August 6, 2015
By Kurt Bresswein
Editor’s note: The article from which the following excerpt is taken was originally published Aug. 7, 2005, in The Express-Times.
Distance was just the beginning of what separated Joseph F. Finn Sr. and Koko Tanimoto Kondo on Aug. 6, 1945.
Finn was an 18-year-old U.S. Marine whose unit was on Guam training for the assault on the Japanese mainland.
Tanimoto was 1,630 miles north, an 8-month-old living in the parsonage of the Hiroshima Methodist church, shepherded by her father, the Rev. Kiyoshi Tanimoto.
The atomic bomb dropped that day set in motion Japan’s surrender. Some say it put an end to World War II before more brutal battles could take place.
Finn would go home, start a family and live as a proud war veteran in Plainfield Township.
Koko Tanimoto Kondo would survive lingering pain from the blast and dedicate her life to pursuing peace. Her journey brought her to Hackettstown, where she graduated from Centenary College in 1966.
Hiroshima was leveled in the bombing, and an estimated 140,000 Japanese died. Three days later, a second bomb destroyed Nagasaki, claiming 80,000 lives.
Sixty years later, the spread of nuclear technology has stirred action to avoid a repeat of such unprecedented carnage.
“Luckily – and I say that emphatically – the bomb was dropped and it saved a hell of a lot of American lives and more Japanese lives also, ” said Finn, a 78-year-old father of two with four grandchildren and three great-grandchildren.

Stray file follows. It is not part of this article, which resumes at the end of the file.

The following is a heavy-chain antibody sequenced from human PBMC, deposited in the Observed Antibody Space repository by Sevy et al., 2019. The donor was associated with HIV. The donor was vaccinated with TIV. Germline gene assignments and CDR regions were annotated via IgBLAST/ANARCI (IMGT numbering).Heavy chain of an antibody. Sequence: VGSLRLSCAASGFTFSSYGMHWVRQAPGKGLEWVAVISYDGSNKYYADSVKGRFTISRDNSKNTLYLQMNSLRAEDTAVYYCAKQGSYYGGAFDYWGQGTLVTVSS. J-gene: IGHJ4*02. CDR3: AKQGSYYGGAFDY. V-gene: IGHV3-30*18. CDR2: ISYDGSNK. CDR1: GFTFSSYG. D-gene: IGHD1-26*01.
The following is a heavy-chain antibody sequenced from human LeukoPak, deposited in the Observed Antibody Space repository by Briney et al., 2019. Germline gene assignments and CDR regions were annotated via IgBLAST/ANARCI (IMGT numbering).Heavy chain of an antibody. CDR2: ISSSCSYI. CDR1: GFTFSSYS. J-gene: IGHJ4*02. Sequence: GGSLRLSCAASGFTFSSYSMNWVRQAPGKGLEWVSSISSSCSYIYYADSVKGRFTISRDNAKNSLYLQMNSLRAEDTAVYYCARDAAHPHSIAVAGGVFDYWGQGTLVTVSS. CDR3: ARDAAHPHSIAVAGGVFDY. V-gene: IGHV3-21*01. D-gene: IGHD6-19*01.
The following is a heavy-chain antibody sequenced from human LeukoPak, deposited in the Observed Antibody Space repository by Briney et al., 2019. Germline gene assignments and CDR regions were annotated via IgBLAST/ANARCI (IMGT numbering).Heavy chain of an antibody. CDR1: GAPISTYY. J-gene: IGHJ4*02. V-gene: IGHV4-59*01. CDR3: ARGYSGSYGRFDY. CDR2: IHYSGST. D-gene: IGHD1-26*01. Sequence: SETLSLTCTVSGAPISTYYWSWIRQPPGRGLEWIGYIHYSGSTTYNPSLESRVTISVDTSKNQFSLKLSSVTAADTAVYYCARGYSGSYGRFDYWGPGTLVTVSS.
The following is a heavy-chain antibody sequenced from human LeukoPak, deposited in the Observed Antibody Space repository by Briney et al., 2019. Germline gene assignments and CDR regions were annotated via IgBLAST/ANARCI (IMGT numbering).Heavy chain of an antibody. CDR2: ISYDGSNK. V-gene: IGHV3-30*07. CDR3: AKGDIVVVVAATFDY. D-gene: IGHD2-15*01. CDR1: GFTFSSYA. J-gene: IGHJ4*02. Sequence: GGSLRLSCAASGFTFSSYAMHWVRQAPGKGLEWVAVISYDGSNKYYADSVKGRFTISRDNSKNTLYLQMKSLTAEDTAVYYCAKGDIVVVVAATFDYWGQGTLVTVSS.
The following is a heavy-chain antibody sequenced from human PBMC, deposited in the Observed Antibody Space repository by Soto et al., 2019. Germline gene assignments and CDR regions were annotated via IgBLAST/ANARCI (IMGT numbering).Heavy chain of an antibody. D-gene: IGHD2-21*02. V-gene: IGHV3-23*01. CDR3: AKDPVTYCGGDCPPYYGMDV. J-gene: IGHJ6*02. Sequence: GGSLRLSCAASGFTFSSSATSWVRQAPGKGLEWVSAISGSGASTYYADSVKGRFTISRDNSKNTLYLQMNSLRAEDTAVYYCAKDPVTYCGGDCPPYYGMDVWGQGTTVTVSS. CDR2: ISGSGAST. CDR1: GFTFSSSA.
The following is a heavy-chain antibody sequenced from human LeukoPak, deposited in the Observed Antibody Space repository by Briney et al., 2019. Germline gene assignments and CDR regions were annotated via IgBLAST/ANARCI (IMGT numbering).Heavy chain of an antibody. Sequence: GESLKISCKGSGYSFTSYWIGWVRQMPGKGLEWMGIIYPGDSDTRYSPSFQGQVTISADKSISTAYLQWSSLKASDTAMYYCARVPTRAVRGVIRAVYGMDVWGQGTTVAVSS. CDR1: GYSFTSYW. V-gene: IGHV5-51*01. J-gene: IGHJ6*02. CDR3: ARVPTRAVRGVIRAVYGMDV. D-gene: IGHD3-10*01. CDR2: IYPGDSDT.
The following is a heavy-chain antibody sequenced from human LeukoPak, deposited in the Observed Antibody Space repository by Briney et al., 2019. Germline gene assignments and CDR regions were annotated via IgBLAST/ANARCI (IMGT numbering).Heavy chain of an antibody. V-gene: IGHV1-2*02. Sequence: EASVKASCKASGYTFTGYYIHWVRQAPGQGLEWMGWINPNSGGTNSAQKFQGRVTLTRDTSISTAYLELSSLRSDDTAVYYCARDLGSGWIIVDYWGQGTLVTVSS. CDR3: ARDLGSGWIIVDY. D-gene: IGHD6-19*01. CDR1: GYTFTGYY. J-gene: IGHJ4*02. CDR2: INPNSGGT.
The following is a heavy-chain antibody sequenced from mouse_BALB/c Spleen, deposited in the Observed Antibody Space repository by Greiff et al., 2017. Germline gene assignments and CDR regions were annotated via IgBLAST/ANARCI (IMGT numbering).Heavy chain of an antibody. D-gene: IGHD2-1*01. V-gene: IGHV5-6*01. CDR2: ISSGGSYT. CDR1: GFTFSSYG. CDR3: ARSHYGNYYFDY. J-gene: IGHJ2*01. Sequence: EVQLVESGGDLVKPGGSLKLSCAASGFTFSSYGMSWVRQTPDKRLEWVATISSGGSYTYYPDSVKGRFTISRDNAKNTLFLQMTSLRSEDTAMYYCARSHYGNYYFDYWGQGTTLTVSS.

“I guess it was about 3 o’clock in the morning. All hell broke loose when we heard that the bomb had been dropped, the first bomb. Hell, it was an impromptu party. It was guys in their skivvies running around, they were just so damn happy.”
All Finn and his fellow Marines knew was that it was “a new weapon, a big bomb, and it had done so much damage.”
“Atomic” was not a word they heard at first, nor a word they knew anything about.
What the men stationed on the captured islands around Japan did know was that before the bomb they had been facing a special hell, bound to be bloodier than the campaigns for Guadalcanal, Iwo Jima, Saipan and all the other jump-off points across the Pacific Ocean they had fought at great cost to secure.
World War II veteran Daniel J. Flynn, 90, of Palmer Township, died in 2007. (Courtesy photo | For lehighvalleylive.com)
Daniel J. Flynn, 88, was another Marine in the region. Assigned to arm airplanes, Flynn was on Okinawa. He compared his vision of what the Japanese had in store for them to the insurgents wreaking havoc in Iraq.
“They had a lot of guys trained, Japan did, as kamikaze pilots, ” said Flynn, of Palmer Township. “If we would have landed in Japan, those same guys would have done with explosives what the terrorists are doing now.”